Sometimes, you start a chapter and just know that this is the creepy one. You know it as you skim that first page. And when that happens to me while I’m lying in bed in the dim light and drifting towards sleep, my self-preservation kicks in.
I don’t always manage to do this, but the most recent time it happened, I stopped myself. I set the book aside and reminded myself of which world I existed in, and resolutely tried to go to sleep without the drowsy conjured nightmares of this fictional world. That mostly worked.
The problem was, once I’d done that I struggled to pick up the book again. I knew that I was going to return to the story at a spooky moment, and I still had that lingering sense of dread that had warned me away from reading more just before sleeping. Having put the book down that way, it took extra work to pick it back up again.
I haven’t finished that book yet.
I was right about that chapter though. It was spooky. I read the rest of it, after psyching myself up to do so, and I’ve read some more after that chapter since.
But the material since hasn’t been as spooky as I’d expected. It was a very sharp peak of spookiness. As I’ve kept reading, I’ve struggled to tell how much of that diminishment of spookiness is in the story, and how much of it was inside my own head. Did the story actually reach such a heightened peak, or did I create more of a peak through some combination of reading late at night and apprehensively avoiding the book for a few days?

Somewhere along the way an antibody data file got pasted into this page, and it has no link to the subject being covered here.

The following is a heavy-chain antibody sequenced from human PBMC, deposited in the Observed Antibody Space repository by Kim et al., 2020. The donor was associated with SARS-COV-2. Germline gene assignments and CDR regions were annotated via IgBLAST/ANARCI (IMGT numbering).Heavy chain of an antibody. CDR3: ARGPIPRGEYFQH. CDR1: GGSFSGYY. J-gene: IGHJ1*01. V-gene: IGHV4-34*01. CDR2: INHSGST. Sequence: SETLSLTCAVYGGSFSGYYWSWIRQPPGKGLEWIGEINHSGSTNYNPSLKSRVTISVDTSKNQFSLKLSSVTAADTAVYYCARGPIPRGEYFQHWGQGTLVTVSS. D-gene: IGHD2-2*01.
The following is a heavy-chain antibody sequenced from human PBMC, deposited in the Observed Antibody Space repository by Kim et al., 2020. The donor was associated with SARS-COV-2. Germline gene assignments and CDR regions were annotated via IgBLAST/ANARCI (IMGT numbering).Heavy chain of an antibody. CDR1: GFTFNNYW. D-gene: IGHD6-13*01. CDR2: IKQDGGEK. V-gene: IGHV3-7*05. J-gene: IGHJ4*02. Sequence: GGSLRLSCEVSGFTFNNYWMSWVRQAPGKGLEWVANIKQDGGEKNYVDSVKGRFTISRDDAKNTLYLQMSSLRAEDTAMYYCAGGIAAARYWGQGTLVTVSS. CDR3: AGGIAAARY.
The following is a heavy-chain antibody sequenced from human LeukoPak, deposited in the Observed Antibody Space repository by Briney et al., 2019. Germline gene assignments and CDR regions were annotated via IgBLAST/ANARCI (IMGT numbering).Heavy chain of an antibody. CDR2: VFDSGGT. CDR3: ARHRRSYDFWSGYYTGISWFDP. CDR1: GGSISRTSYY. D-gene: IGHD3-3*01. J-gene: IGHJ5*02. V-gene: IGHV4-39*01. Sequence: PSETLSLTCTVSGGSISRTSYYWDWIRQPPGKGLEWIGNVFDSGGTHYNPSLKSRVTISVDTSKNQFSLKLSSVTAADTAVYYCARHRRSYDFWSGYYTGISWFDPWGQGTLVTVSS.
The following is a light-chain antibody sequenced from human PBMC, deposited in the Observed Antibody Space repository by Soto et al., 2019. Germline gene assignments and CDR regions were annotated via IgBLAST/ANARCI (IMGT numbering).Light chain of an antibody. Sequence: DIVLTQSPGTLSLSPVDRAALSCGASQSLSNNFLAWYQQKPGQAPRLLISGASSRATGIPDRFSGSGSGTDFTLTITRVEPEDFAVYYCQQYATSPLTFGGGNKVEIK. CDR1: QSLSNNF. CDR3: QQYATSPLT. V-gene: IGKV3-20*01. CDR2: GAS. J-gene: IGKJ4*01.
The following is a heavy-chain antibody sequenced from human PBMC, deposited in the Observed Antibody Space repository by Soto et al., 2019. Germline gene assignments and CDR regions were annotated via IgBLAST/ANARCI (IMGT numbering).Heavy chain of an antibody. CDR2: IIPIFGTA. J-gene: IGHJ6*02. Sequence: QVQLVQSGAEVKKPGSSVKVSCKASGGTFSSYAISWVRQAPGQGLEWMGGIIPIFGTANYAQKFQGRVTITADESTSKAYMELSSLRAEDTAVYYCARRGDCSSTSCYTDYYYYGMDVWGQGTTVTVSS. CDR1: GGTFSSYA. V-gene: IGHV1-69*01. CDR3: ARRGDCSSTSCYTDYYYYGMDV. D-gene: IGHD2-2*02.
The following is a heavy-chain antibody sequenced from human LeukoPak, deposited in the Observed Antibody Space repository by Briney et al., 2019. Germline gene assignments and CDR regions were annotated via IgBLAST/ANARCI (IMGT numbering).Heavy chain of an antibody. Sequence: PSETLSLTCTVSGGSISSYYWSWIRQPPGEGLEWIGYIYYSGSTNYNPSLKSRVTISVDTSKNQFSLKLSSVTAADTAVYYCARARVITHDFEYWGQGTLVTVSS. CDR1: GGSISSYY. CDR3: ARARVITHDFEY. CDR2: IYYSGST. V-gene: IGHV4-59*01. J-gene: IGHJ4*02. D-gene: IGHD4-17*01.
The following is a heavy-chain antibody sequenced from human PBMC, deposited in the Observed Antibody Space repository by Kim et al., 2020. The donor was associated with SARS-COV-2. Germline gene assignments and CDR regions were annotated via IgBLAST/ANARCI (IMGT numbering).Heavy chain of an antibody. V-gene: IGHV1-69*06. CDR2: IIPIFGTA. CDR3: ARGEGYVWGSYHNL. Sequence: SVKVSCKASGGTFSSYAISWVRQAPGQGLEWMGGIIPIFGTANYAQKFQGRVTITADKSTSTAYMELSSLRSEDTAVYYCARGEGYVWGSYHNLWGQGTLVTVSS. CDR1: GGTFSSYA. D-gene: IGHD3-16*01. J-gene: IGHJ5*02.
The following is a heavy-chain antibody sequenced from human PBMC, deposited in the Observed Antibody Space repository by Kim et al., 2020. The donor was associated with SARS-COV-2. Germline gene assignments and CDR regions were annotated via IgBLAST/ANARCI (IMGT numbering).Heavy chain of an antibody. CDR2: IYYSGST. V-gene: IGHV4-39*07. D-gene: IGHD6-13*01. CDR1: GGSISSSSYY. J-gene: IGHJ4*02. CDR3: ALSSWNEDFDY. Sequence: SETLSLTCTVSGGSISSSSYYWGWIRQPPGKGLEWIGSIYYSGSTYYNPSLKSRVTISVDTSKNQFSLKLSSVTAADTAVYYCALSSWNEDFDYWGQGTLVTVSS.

And, critical for me as a writer, how much of that experience was desired or intended by the author? How was that experience created?
People have funky and idiosyncratic responses to stimuli. Sure, there’s some general consistency, but when you’re trying to produce specific emotional responses in your audience via art you’re going to run into some odd responses. People will experience things that you didn’t anticipate, or that you thought weren’t there. It’s even worse when you have little control over how the art will be consumed. Once you’ve released art into the world, you give up any semblance of control over how it’s interpreted and just have to hope for the best.
Back to the spooky piece at hand…
The question that nags at me here is: how much of that experience came from the author’s decisions, and what can I learn from that? How much of that can I use in my own work? And how much of it was inside my own head, and won’t be shared by anyone else reading the book?
I’m lucky. I know that some of my friends are reading this book right now, and I’ll have a chance to talk with them about it soon. I already have a few questions lined up. But until then, I’ll keep reading and stewing, wondering what precisely is going on underneath the surface.